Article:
The U.S. Dollar is the most used currency in international transactions and as other countries’ official currency. Furthermore, the Dollar is also one of the world’s reserve currencies. Today, the Dollar is the standard unit of currency in many commodity markets, such as gold and oil, all over the world.
|U.S. Dollar Index Contract Specifications|
|Contract Size||One contract = $1000 X Index value|
|Trading Hours||Electronic Trading Hours: (Sun – Fri) *The trading platform is available 30 minutes before the opening for order entry.
Open on Sunday night is 6:00 PM ET; Pre-Open at 5:30 PM ET
|New York: 8:00 PM ET – 5:00 PM ET Next day|
|London: 01:00 – 22:00|
|Singapore: 08:00 – 05:00 Next Day|
|Quotation||US Dollar Index points, calculated to three decimal places .010 = $10|
|Tick Size||.005 = $5|
|Listed Contracts||Four months in the March/June/September/December quarterly expiration cycle|
|Daily Settlement||The volume-weighted average of all electronic trades transacted in the closing session (14:59 to 15:00 Eastern time).|
|Last Trade Date||Trading ceases at 10:16 Eastern time two days prior to settlement (see next entry).|
|Final Settlement||The US Dollar Index is physically settled on the third Wednesday of the expiration month against six component currencies (euro, Japanese yen, British pound, Canadian dollar, Swedish krona and Swiss franc) in their respective percentage weights in the Index. Settlement rates may be quoted to three decimal places.|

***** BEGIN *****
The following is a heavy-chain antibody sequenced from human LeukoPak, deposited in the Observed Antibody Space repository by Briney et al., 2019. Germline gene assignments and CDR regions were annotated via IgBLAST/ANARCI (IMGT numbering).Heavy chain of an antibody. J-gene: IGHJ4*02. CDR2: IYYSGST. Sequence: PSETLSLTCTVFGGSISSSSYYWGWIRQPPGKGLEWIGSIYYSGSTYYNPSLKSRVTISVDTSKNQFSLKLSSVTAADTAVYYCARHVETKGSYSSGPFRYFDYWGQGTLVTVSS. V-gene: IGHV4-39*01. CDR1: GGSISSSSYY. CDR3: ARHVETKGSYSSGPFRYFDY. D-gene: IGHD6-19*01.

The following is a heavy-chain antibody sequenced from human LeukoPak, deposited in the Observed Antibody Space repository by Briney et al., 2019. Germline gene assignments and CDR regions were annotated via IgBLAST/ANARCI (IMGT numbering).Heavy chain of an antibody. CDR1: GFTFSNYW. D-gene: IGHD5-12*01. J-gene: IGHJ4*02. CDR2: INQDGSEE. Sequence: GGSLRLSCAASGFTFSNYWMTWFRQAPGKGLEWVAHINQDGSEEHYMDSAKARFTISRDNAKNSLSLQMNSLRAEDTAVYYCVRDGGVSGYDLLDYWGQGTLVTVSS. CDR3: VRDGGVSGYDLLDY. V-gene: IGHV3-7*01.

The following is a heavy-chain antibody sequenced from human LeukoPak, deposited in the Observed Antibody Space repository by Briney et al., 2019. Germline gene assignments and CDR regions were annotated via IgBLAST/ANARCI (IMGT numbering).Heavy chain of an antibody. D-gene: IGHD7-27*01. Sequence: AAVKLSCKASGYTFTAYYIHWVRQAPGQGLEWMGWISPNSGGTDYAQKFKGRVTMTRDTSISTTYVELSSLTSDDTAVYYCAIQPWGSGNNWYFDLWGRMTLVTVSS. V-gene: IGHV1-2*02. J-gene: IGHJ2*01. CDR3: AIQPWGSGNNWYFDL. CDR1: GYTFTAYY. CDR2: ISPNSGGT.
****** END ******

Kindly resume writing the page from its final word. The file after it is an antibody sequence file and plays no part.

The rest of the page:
|Position Limits||The DX contract has no position limits.|
|Source: The ICE|
U.S. Dollar Facts
U.S. Dollar Index futures can allow traders the opportunity to assess value fluctuation, in relation to other currencies, with one transaction. Traders can also hedge their accounts against risk associated with a fluctuation. For 21 hours a day, U.S. Dollar Index futures are traded on the ICE.
Currency rates are determined by a one base currency quoted in relation to a different currency. Major currencies that are traded are floating. Central bank monetary policies can affect the value of currency. In the U.S., monetary policy is set by the Federal Open Market Committee (FOMC) of the Federal Reserve. For instance, low interest rates dictated as policy can be bearish for currency value because new money is being pumped into the market. This is unappealing to foreign investors because returns yield those low interest rates. In contrast, high interest rates set as policy are bullish and appealing to foreign investors because of high interest yields from the returns. Currency values can be also be affected by the nation’s current account balance. An excess or influx in the balance is considered to be bullish, while a deficit or drainage is considered to be bearish. Economic stability and investment in the country also help strengthen currency values because international investors are likely to buy into that country’s favorable markets.
Last updated September 2015
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